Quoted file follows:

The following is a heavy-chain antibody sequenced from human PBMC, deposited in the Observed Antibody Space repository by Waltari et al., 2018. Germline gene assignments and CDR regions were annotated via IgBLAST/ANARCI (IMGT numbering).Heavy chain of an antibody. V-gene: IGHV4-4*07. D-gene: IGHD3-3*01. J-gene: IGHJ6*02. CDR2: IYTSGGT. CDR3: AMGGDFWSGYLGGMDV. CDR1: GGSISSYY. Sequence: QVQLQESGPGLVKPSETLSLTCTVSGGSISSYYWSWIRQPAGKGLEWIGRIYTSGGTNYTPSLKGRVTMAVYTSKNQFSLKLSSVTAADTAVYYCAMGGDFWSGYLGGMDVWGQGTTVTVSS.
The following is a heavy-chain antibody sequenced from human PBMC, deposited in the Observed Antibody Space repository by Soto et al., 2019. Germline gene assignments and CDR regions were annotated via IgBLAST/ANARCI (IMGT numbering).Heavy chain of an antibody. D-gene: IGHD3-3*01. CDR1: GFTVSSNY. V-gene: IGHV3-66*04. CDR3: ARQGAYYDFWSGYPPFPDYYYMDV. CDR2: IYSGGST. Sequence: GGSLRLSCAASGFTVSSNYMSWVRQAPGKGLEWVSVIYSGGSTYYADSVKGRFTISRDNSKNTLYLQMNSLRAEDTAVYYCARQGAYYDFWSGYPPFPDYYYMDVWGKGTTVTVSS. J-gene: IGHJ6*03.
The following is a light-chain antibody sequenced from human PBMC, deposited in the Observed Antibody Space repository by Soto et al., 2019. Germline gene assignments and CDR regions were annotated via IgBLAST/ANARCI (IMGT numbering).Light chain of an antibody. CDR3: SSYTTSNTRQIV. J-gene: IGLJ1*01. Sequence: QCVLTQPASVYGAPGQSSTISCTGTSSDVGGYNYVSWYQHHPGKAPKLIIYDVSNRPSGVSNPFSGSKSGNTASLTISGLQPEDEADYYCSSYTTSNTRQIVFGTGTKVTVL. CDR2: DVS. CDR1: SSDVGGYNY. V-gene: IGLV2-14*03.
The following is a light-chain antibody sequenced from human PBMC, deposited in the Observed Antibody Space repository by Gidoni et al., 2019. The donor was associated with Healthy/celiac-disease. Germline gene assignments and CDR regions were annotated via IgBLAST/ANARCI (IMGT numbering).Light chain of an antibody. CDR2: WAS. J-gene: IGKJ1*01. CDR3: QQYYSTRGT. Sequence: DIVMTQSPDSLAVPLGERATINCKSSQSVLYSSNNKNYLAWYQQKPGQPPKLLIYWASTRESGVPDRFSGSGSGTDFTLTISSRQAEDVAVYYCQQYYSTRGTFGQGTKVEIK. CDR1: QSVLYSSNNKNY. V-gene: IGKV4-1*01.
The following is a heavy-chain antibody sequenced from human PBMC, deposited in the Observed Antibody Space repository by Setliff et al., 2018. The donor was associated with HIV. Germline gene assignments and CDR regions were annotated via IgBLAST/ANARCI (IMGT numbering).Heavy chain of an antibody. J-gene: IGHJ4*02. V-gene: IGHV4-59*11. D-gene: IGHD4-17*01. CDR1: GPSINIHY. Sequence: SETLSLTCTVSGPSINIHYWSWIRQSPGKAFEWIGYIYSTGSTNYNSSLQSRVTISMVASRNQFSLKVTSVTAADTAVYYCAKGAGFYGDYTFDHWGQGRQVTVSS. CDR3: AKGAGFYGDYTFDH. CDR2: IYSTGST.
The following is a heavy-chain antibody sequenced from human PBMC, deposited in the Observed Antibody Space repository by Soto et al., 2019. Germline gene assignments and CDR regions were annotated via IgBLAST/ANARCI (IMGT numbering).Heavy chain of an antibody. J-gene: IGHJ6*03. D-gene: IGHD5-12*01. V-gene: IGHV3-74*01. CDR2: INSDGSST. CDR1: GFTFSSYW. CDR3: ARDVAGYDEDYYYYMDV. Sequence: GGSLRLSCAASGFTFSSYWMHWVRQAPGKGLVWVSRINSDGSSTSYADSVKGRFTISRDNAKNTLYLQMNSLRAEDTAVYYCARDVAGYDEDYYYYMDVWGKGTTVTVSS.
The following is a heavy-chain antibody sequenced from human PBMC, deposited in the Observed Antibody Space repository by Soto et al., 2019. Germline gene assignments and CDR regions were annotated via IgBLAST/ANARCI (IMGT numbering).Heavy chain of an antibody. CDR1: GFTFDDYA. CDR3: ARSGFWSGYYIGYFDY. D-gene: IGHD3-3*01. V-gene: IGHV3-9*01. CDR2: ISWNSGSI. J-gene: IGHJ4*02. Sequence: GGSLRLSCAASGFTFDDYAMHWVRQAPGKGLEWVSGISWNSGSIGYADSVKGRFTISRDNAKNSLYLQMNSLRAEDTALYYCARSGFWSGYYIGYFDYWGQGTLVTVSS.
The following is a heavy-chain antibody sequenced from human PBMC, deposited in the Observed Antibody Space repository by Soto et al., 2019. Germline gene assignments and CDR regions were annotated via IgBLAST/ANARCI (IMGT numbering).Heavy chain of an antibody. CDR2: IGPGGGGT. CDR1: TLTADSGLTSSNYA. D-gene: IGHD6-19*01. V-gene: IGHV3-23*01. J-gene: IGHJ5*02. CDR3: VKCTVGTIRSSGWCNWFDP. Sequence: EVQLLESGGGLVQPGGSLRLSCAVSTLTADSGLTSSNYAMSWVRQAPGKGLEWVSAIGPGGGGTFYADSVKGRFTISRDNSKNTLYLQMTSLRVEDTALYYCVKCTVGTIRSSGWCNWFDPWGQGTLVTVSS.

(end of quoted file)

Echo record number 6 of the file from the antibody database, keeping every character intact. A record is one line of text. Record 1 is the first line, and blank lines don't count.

The following is a heavy-chain antibody sequenced from human PBMC, deposited in the Observed Antibody Space repository by Soto et al., 2019. Germline gene assignments and CDR regions were annotated via IgBLAST/ANARCI (IMGT numbering).Heavy chain of an antibody. J-gene: IGHJ6*03. D-gene: IGHD5-12*01. V-gene: IGHV3-74*01. CDR2: INSDGSST. CDR1: GFTFSSYW. CDR3: ARDVAGYDEDYYYYMDV. Sequence: GGSLRLSCAASGFTFSSYWMHWVRQAPGKGLVWVSRINSDGSSTSYADSVKGRFTISRDNAKNTLYLQMNSLRAEDTAVYYCARDVAGYDEDYYYYMDVWGKGTTVTVSS.